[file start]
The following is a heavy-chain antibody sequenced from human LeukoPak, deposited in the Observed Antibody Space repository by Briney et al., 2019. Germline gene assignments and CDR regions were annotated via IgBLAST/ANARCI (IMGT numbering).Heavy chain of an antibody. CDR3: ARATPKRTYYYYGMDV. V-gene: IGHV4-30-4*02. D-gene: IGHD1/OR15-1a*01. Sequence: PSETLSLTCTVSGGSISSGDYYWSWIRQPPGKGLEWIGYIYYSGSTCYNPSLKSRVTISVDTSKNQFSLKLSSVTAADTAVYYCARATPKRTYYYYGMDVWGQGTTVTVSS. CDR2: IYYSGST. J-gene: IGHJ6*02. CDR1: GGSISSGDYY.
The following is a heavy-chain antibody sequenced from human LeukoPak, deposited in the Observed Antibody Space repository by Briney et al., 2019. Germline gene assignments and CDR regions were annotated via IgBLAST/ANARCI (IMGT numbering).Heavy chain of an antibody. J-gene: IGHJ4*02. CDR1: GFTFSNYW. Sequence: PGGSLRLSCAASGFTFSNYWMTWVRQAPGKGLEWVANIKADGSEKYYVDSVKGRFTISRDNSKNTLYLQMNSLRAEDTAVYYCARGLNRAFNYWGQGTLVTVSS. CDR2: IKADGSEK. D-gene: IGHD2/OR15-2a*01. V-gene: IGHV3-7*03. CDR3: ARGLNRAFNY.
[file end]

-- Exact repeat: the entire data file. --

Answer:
The following is a heavy-chain antibody sequenced from human LeukoPak, deposited in the Observed Antibody Space repository by Briney et al., 2019. Germline gene assignments and CDR regions were annotated via IgBLAST/ANARCI (IMGT numbering).Heavy chain of an antibody. CDR3: ARATPKRTYYYYGMDV. V-gene: IGHV4-30-4*02. D-gene: IGHD1/OR15-1a*01. Sequence: PSETLSLTCTVSGGSISSGDYYWSWIRQPPGKGLEWIGYIYYSGSTCYNPSLKSRVTISVDTSKNQFSLKLSSVTAADTAVYYCARATPKRTYYYYGMDVWGQGTTVTVSS. CDR2: IYYSGST. J-gene: IGHJ6*02. CDR1: GGSISSGDYY.
The following is a heavy-chain antibody sequenced from human LeukoPak, deposited in the Observed Antibody Space repository by Briney et al., 2019. Germline gene assignments and CDR regions were annotated via IgBLAST/ANARCI (IMGT numbering).Heavy chain of an antibody. J-gene: IGHJ4*02. CDR1: GFTFSNYW. Sequence: PGGSLRLSCAASGFTFSNYWMTWVRQAPGKGLEWVANIKADGSEKYYVDSVKGRFTISRDNSKNTLYLQMNSLRAEDTAVYYCARGLNRAFNYWGQGTLVTVSS. CDR2: IKADGSEK. D-gene: IGHD2/OR15-2a*01. V-gene: IGHV3-7*03. CDR3: ARGLNRAFNY.